Is There Evidence AIDS is Sexually Transmitted?
According to Dr. David Rasnick, the facts don't support the hypothesis. Check out his letter from the British Medical
Sex Has Nothing to Do With AIDS
David Rasnick, Visiting Scientist, UC Berkeley email@example.com
January 20, 2003
I challenge [doctors] to come up with the names, even one will do, of the persons documented to have shown that
AIDS or HIV is sexually transmitted. I know of no such study.
In fact, the scientific, medical literature is full of evidence that neither AIDS nor HIV is sexually transmitted. It is only
assumed that they are.
The results of the world's best scientific study that attempted to measure the efficiency of heterosexual transmission of
antibodies to HIV was conducted by Nancy Padian and her colleagues (Padian NS, et al. 1997:
Heterosexual transmission of human immunodeficiency virus in northern California: results from a ten-year study.
Am J Epidemiol 146: 350-7).
The most striking result of the ten-year study is that Padian et al. did not observe any HIV-negative sex partners
becoming HIV-positive from years of
unprotected sexual intercourse with their HIV-positive partners. I repeat?NOT ONE HIV-negative sex partner became
positive during the 10- year study. Therefore, the observed transmission efficiency was ZERO.
However, to avoid reporting a zero efficiency for the sexual transmission of HIV, Padian and colleagues assumed that
the HIV-positive sex partners in their study must have become positive through sexual intercourse before
entering the study. Using that assumption, they estimated that an HIV-negative woman would have to have sexual
intercourse 1,000 times with HIV-positive men before becoming HIV-positive herself. Even more astounding,
HIV-negative men would have to have 8000 sexual contacts before becoming HIV-positive.
Virtually identical figures have been reported by others (Gisselquist, D., et al., HIV infections in sub- Saharan Africa
not explained by sexual or vertical transmission. Int J STD AIDS, 2002. 13: p. 657-666; Jacquez, J.A.,
et al., Role of the primary infection in epidemics of HIV infection in gay cohorts. J Acquir Immune Defic Syndr,
1994. 7: p. 1169-1184).
Given these figures and that the US Centers for Disease Control estimates that one million Americans have antibodies
to HIV raises an enormous problem for sexually transmitted HIV. Since there are around 280 million men and women
in the USA, that means that on average an HIV-negative woman would have to have random sexual intercourse
140,000 times?and a man eight times
that number?in order to become HIV-positive (assuming equal distribution of HIV between the sexes).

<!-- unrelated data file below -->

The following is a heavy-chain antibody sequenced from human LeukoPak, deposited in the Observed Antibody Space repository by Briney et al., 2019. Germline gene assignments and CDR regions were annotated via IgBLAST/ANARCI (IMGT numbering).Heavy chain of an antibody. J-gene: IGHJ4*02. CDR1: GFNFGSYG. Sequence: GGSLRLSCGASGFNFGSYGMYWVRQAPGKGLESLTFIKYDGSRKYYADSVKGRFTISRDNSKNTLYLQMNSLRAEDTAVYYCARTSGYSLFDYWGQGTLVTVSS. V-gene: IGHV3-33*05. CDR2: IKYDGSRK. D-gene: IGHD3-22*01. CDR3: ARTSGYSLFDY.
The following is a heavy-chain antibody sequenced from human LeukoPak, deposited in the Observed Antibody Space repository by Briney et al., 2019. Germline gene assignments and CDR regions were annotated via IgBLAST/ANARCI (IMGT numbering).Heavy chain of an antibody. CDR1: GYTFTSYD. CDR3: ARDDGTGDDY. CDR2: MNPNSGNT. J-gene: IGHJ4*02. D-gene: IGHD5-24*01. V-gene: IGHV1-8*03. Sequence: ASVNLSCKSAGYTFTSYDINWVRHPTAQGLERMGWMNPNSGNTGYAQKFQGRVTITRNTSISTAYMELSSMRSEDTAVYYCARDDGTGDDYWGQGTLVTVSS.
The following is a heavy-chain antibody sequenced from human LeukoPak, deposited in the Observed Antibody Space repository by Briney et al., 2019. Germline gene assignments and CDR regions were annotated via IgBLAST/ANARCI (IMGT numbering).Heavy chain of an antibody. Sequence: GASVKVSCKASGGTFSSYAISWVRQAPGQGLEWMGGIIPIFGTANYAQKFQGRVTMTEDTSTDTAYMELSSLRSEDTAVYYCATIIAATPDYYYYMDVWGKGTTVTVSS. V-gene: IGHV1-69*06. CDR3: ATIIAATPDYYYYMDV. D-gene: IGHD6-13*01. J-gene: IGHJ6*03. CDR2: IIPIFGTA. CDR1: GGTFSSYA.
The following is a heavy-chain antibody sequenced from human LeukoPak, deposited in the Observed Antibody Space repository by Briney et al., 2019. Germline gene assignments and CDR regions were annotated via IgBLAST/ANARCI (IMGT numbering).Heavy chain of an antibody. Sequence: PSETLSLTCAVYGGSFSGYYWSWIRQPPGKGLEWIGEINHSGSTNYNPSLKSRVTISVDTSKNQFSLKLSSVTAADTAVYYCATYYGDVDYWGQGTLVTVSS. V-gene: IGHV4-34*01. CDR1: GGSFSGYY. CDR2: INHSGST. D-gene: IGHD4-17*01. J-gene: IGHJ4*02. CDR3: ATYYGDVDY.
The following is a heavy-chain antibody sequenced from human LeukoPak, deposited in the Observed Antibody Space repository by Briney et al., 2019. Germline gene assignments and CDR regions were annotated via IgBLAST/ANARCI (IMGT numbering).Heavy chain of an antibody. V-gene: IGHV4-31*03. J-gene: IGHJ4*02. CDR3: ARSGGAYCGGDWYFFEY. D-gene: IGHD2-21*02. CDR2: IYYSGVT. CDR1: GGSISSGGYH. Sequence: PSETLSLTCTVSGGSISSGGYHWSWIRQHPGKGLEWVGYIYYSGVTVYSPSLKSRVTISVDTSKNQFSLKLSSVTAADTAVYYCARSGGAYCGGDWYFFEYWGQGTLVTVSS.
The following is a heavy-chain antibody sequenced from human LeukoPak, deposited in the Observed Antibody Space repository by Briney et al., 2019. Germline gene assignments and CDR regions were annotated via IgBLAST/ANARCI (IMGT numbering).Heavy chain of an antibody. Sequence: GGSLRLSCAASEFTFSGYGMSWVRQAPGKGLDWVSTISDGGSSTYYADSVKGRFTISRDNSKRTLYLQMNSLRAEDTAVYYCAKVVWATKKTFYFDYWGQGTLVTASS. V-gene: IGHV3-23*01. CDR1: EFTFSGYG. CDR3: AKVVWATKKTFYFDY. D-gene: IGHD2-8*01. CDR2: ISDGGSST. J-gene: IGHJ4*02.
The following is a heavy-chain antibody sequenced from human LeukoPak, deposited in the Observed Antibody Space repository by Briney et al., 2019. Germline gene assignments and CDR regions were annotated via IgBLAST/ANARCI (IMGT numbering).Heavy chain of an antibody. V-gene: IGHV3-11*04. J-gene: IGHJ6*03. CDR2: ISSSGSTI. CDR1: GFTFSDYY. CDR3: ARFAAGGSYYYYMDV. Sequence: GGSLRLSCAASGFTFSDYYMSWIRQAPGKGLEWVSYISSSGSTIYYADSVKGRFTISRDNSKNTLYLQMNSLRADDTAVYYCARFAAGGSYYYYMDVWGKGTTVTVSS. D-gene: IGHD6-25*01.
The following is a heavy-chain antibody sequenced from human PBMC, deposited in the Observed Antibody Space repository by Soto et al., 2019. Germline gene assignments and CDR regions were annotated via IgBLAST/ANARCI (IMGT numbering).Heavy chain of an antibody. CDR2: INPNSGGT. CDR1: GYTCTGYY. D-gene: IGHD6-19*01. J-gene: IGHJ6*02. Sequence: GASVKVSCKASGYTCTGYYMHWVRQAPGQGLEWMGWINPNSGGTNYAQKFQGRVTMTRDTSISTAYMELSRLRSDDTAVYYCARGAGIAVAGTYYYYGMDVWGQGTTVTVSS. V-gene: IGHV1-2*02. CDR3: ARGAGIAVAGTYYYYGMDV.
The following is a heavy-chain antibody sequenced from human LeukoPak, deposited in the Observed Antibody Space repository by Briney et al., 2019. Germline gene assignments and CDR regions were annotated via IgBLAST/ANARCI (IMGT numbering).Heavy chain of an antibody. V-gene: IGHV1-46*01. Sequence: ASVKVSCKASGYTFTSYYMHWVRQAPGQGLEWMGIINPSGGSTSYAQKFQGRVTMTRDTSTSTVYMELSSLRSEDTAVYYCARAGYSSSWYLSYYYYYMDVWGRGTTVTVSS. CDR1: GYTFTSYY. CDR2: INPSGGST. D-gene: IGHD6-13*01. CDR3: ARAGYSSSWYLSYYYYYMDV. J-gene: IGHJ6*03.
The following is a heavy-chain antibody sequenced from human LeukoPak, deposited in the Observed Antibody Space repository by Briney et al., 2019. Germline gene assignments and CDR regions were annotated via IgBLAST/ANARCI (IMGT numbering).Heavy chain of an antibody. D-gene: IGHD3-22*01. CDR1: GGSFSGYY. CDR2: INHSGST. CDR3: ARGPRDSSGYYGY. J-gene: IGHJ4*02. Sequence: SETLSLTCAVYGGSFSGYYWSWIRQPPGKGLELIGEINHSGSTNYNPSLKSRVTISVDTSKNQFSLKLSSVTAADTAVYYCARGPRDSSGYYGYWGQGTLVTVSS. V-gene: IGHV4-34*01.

Below are additional examples in the literature that neither AIDS nor HIV is sexually transmitted.
- None of the husbands of HIV positive women became antibody positive to HIV over a three-year period. (Lancet ii:
581 (1985), Stewart et al.}
- No transmission of HIV was observed between couples in which all of the women were HIV positive and in which at
least 100 sexual contacts occurred. (JAMA 259: 3037 (1988), Padian et al.)
- After a mean of 3-1/2 years of unprotected intercourse, with an average of 50 sexual encounters per year, only one
hemophiliac wife became HIV positive. (American Journal of Medicine 85: 472 (1988), Kim et al.)
- No transmission of T-cell abnormalities from hemophiliacs with AIDS to their spouses. (JAMA 251: 1450 (1984),
Kreiss et al.)
- "The number of American and European heterosexuals who have had sexual relations with a prostitute, who have no
other admitted risk factors (such as drug abuse), and who have subsequently developed antibody to HIV can be
counted on the fingers of one hand. Sex with a prostitute is not even listed as a risk category by the American CDC."
(Rethinking AIDS, Root-Bernstein, 1993)
- "Non-drug abusing prostitutes have no higher risk of AIDS than other women." (AIDS: the second decade, report
from the National Academy of Sciences USA, 1990)
The same is true for prostitutes in Germany, Zurich, Vienna, London, Paris, Pardenone (Italy), and Athens. (Klinische
Wochenschrift 65: 287 (1987), Luthy et al.; Wiener Klinische Wochenschrift 98: 697 (1986), Kopp &
Dangl-Erlach; Lancet ii: 1424 (1985), Brenky-Fandeux & Fribourg-Blanc; British Medical Journal 297: 1585 (1988),
Day et al.; Scand J Infect Dis 21: 353 (1988), Hyams et al.)